|Kingdom Death's four starting survivors, ready to face down terrible foes in the tenebrous darkness.|
After opening the massive Kingdom Death: Monster box and marveling over the excellent production values of all the game components, I was pretty excited to give the game a try, and see how the many ideas and mechanics came together. But before I could do that, one major hurdle still had to be surmounted. The models needed to be assembled. This looked to be a daunting task, with the box containing a veritable sea of miniatures scattered across countless sprues. Thankfully, the game is designed such that you are only fighting a single horrific monster at a time, allowing you to assemble models as you go. The first game session only requires that you assemble 4 survivor models and the first opponent, a White Lion. Having just assembled the initial 4 survivor models, I wanted to let you know my thoughts about them, how they went together and their general quality.
While the game contains a multitude of multipart sprues designed to assemble all manner of armored and armed survivors, they are designed to be used in later games of Kingdom Death. The first 4 survivors are much more humble, with only their wits and bare fists to contend with the terrors of the night. Of the 4 models, two female and two male, each is clad in a few pieces of loosely wrapped cloth, with a ornate lantern in their hands. Coming from seeing all the questionable pin-up models in Kingdom Death’s past, one might be worried that these initial models, scantily clad in some cloth, would be overly sexualized. Thankfully, this is not the case, each is tastefully covered, but more importantly each is in a reasonable pose favoring function over objectification. Honestly, I think these 4 survivors are some of the nicest models in the entire Kingdom Death box, and are a good representation of the dark theme of the game, as well as the mature presentation of sexuality (unlike the pin-ups). The models are simple, yet in subtle action poses which convey the desperation inherent in their position, yet also their steely conviction. Although each is composed of multiple parts, they only go together in a single way. And while some might be disappointed in their lack of posability, I think it allowed the designers to create more natural looking models, which do a better job of conveying the designers’ artistic vision (having said this, they also include a separate sprue that is a true multipart one to create basic initial survivors, before they acquire new armor).
|This survivor cautiously stalks forward, jagged stone fragment at the ready.|
|All of the survivors awake in the horrific world of Kingdom Death with a lantern to light their ways.|
One aspect of the the KD models that falls far short of GW models is how the models are cut. GW’s recent kits are expertly cut into pieces which fit together precisely, hiding seams and generally just locking into place, providing little room for error. The KD models are also cut into many pieces, but they rarely fit together with precision. Most of the time it is still easy enough to assemble the models, however, the gaps between the pieces are often very apparent, necessitating the use of green stuff to fill in the spaces. Virtually every piece needed at least a little green stuff work, increasing the build time substantially. Having begun to work on the White Lion, these issues are even more pronounced, with major gaps where the legs and the paws attach.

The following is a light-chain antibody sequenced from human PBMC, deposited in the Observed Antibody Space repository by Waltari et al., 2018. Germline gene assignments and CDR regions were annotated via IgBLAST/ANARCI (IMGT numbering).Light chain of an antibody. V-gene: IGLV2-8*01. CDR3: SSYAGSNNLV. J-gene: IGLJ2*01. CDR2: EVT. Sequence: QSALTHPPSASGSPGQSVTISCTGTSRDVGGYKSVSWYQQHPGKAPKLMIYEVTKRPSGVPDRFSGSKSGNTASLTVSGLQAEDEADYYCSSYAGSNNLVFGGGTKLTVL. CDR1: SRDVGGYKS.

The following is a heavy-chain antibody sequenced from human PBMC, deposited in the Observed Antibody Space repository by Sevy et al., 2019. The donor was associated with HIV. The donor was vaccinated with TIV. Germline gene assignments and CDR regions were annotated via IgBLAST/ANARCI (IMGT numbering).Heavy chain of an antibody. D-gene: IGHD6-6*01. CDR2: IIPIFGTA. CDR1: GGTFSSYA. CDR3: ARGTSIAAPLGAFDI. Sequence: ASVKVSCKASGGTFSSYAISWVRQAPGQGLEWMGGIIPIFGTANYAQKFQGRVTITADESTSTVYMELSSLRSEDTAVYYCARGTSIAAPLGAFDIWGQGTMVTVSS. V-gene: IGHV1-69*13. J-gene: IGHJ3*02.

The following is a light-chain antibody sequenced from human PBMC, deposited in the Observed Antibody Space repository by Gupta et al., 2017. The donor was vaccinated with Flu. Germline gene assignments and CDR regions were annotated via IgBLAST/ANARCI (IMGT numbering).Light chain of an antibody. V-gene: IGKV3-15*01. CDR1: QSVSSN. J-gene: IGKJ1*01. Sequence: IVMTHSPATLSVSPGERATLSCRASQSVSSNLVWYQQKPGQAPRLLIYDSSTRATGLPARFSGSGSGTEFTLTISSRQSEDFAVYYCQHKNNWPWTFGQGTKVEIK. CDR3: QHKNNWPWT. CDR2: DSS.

|Perhaps the least dynamic of the starting survivors, but still far more interesting than many models with the generic "I'm standing here" pose.|
|Probably my favorite survivor; he looks older and meaner!|
Overall, I am extremely pleased with the Kingdom Death models. They are well designed and sculpted, with a very distinct aesthetic suited to the sort of dark universe that Kingdom Death is trying to establish. They are cast in a quality plastic that is easy to work with and holds detail well. And although they do not always go together with finely engineered precision, they are easy to assemble, and look great provided you fill in gaps and seams with green stuff. Working on these first 4 models has really excited me to start assembling some of Kingdom Death’s more imaginative and creepy monsters! I will be sure to keep you all posted on their progress!
Very interesting post, I'm curious as to how it plays.ReplyDelete
I'm doing a commission on one of their pinups and there are huge bubbles in a few places, so it seems like green stuff is needed for more than just gaps on these models. From what I've read this is a common problem for all their models.
Yeah, green stuff is certainly required for their models, plastic or resin. Admittedly, green stuff is virtually always required with resin models, Kingdom Death, Forge World, or anything else. Bubbles and inconsistencies are inherent in the material. I have never seen or worked on a resin model that did not need green stuff. I put together a few of the resin KD models, and had to do quite a bit of green stuff work, despite having what I considered a pretty good cast. At the end of the day I would much rather work with plastic; it is more consistent and their are not bubbles. So I am pretty pleased these new KD models are made with a nice workable plastic.Delete
Oh, and I just played my first game of it, and had a great time! I will try to get up an impressions post soon!
Just an update for anyone stumbling across this. Looking at the pictures on Kingdom Death's site(https://build.kingdomdeath.com/Starting-Survivor-Zachary) and having just put this model together there isn't a major problem with the hanging piece of cloth on the Zachary model the top of the cloth just needs to be attached at hip level.ReplyDelete
The smaller piece of cloth that attaches at the knee does have some pretty bad gaps, visible even on their site so you will still want some putty handy.